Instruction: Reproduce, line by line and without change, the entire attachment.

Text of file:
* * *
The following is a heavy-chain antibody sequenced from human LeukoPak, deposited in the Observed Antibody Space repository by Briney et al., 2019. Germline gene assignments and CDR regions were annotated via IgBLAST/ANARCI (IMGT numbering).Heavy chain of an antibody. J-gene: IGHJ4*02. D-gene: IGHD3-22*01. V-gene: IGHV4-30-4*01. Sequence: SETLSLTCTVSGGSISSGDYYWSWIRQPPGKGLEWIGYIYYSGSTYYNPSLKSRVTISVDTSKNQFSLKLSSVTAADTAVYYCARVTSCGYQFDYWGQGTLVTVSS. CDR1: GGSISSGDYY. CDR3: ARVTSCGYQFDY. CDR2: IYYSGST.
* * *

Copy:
The following is a heavy-chain antibody sequenced from human LeukoPak, deposited in the Observed Antibody Space repository by Briney et al., 2019. Germline gene assignments and CDR regions were annotated via IgBLAST/ANARCI (IMGT numbering).Heavy chain of an antibody. J-gene: IGHJ4*02. D-gene: IGHD3-22*01. V-gene: IGHV4-30-4*01. Sequence: SETLSLTCTVSGGSISSGDYYWSWIRQPPGKGLEWIGYIYYSGSTYYNPSLKSRVTISVDTSKNQFSLKLSSVTAADTAVYYCARVTSCGYQFDYWGQGTLVTVSS. CDR1: GGSISSGDYY. CDR3: ARVTSCGYQFDY. CDR2: IYYSGST.